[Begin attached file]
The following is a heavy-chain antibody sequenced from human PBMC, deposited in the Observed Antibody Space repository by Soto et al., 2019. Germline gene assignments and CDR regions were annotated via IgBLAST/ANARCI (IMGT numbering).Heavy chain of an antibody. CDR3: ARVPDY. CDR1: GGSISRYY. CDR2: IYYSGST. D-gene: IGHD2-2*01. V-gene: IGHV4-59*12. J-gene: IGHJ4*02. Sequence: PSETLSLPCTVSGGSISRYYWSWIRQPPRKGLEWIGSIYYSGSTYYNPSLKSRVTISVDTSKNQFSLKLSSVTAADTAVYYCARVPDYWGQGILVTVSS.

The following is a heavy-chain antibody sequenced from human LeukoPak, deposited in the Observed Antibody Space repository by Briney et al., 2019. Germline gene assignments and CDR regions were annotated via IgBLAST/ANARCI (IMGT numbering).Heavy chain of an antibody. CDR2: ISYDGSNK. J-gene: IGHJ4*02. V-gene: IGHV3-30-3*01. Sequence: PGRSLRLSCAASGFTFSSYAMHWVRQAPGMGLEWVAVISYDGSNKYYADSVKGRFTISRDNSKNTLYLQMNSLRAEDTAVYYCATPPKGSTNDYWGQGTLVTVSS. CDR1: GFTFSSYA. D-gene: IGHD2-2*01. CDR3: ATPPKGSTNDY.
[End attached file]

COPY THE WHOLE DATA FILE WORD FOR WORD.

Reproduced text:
The following is a heavy-chain antibody sequenced from human PBMC, deposited in the Observed Antibody Space repository by Soto et al., 2019. Germline gene assignments and CDR regions were annotated via IgBLAST/ANARCI (IMGT numbering).Heavy chain of an antibody. CDR3: ARVPDY. CDR1: GGSISRYY. CDR2: IYYSGST. D-gene: IGHD2-2*01. V-gene: IGHV4-59*12. J-gene: IGHJ4*02. Sequence: PSETLSLPCTVSGGSISRYYWSWIRQPPRKGLEWIGSIYYSGSTYYNPSLKSRVTISVDTSKNQFSLKLSSVTAADTAVYYCARVPDYWGQGILVTVSS.

The following is a heavy-chain antibody sequenced from human LeukoPak, deposited in the Observed Antibody Space repository by Briney et al., 2019. Germline gene assignments and CDR regions were annotated via IgBLAST/ANARCI (IMGT numbering).Heavy chain of an antibody. CDR2: ISYDGSNK. J-gene: IGHJ4*02. V-gene: IGHV3-30-3*01. Sequence: PGRSLRLSCAASGFTFSSYAMHWVRQAPGMGLEWVAVISYDGSNKYYADSVKGRFTISRDNSKNTLYLQMNSLRAEDTAVYYCATPPKGSTNDYWGQGTLVTVSS. CDR1: GFTFSSYA. D-gene: IGHD2-2*01. CDR3: ATPPKGSTNDY.